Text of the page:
India Leaves Rates Steady as Expected


The Reserve Bank of India left its key policy rate steady at 6.5 percent for the second straight meeting on December 5th 2018, in line with market expectations. Policymakers reiterated the decision is consistent with a calibrated tightening that aims to achieve a 4 percent +/- 2 percent inflation target and support growth. The reverse repo rate was also left at 6.25 percent and the marginal standing facility rate and the Bank Rate at 6.75 percent each.

Excerpts from the RBI Press Release:

There have been several important developments since the October policy which will have a bearing on the inflation outlook. First, despite a significant scaling down of inflation projections in the October policy primarily due to moderation in food inflation, subsequent readings have continued to surprise on the downside with the food group slipping into deflation. Secondly, in contrast to the food group, there has been a broad-based increase in inflation in non-food groups. Thirdly, international crude oil prices have declined sharply since the last policy; the price of Indian crude basket collapsed to below US$ 60 a barrel by end-November after touching US$ 85 a barrel in early October. Fourthly, global financial markets have continued to be volatile with EME currencies showing a somewhat appreciating bias in the last one month. Finally, the effect of the 7th Central Pay Commission’s HRA increase has continued to wane along expected lines. Taking all these factors into consideration and assuming a normal monsoon in 2019, inflation is projected at 2.7-3.2 per cent in H2:2018-19 and 3.8-4.2 per cent in H1:2019-20, with risks tilted to the upside.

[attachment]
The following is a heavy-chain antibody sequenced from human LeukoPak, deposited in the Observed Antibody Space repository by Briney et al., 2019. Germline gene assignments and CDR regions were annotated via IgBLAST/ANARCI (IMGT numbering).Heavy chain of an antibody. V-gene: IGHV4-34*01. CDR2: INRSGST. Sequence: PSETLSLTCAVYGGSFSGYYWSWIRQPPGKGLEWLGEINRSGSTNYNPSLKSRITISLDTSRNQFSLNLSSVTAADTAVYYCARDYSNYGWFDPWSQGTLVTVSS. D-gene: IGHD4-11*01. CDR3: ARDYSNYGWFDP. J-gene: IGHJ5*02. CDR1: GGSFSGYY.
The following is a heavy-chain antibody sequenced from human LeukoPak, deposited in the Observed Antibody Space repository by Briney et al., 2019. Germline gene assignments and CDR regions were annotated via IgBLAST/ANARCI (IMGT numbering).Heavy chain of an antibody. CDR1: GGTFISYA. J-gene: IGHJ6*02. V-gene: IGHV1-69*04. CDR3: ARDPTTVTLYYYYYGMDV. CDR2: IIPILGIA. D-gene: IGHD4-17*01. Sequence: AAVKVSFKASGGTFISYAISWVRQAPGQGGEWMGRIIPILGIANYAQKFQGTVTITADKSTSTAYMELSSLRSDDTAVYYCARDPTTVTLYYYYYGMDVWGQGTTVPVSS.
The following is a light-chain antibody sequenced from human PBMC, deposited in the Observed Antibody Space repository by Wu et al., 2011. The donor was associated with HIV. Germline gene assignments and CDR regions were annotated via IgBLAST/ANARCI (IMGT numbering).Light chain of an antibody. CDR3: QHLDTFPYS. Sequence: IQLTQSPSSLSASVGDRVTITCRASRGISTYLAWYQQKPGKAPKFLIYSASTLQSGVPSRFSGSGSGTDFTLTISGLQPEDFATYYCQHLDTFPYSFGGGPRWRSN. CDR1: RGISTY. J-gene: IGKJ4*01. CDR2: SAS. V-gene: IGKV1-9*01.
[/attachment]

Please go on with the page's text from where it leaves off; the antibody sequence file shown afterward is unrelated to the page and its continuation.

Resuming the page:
Turning to growth projections, although Q2 growth was lower than that projected in the October policy, GDP growth in H1 has been broadly along the line in the April policy when for the year as a whole GDP growth was projected at 7.4 per cent. Going forward, lower rabi sowing may adversely affect agriculture and hence rural demand. Financial market volatility, slowing global demand and rising trade tensions pose negative risk to exports. However, on the positive side, the decline in crude oil prices is expected to boost India’s growth prospects by improving corporate earnings and raising private consumption through higher disposable incomes. Increased capacity utilisation in the manufacturing sector also portends well for new capacity additions. There has been significant acceleration in investment activity and high frequency indicators suggest that it is likely to be sustained. Credit offtake from the banking sector has continued to strengthen even as global financial conditions have tightened. FDI flows could also increase with the improving prospects of the external sector. The demand outlook as reported by firms polled in the Reserve Bank’s IOS has improved in Q4. Based on an overall assessment, GDP growth for 2018-19 has been projected at 7.4 per cent (7.2-7.3 per cent in H2) as in the October policy, and for H1:2019-20 at 7.5 per cent, with risks somewhat to the downside.

India Leaves Rates Steady as Expected


RBI | Joana Taborda | joana.taborda@tradingeconomics.com
12/5/2018 9:42:03 AM